Fabulous article, very insightful.

    I have a question, if I may. You have stated:-
    Never reuse your first pass analysis when creating Adaptive Bitrate (ABR) content. Ever.

    Does that statement only relate to when EACH output representation is a DIFFERENT RESOLUTION? (e.g. 1920×1080, 1280×720, 640×360).

    Would it be OK, with your expertise on this, to use the same FIRST PASS if several representations all have the same output resolution. e.g. if creating multiple outputs at 1280×720 but at different bitrates as the only difference. And if that is OK, then would it matter which bitrate is used when creating the first pass?

    I’d appreciate your wisdom on this…


    • If any of the encoding parameters between outputs is different then you should not use the first pass analysis file from that encode. This includes, but is not limited to, different resolutions, bitrates, presets, profiles, and tuning options.


  8. This is brilliant – really helpful! I think, finally, I’m working out what’s going wrong with my animations! Essentially, I’m creating an animation in two stages: creating an mp4 of the complex background and then overlaying the simpler animation (as an image sequence). The two don’t line up. If I’ve read you right, that’s because ffmpeg and H264 mess about with dropping frames and such. Is that right?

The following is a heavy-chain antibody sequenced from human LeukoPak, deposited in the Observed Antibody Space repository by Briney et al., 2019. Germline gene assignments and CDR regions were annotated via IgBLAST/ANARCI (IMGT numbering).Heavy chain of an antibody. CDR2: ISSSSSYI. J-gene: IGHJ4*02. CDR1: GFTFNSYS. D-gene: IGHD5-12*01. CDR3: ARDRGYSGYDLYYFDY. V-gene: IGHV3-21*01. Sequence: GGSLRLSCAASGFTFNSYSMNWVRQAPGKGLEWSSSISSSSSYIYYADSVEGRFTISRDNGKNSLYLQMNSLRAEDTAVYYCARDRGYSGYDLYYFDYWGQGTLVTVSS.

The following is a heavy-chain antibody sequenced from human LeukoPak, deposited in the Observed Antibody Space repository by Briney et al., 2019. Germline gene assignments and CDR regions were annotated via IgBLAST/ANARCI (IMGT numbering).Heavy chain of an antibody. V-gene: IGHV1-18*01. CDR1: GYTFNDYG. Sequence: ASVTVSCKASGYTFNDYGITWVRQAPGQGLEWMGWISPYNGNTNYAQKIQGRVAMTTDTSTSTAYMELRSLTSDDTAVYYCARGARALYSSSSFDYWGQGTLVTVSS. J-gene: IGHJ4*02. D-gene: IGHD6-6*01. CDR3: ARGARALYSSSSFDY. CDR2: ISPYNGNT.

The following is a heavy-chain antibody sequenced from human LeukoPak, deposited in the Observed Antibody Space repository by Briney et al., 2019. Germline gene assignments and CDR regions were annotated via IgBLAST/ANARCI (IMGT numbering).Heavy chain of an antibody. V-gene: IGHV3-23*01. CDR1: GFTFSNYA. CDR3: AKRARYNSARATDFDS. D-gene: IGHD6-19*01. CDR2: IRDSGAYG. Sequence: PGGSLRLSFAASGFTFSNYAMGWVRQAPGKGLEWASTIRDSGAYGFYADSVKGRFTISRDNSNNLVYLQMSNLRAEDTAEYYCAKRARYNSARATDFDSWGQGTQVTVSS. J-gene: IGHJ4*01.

If so, do you know of a format that doesn’t do this and would allow me to accurately line up my animation with the video? Or is the only way to use two image sequences?


    • Format has nothing to do with timing or frames dropping. This is a problem with your source. You should use a non linear editor to get everything done in one pass which will force things to be lined up correctly. Make sure that they are both at the same frame rate.

      Fix your source or FFmpeg, as you have found, will fix it for you.


  9. Hi, i’m using this code:
    -c:v copy -acodec aac -ac 2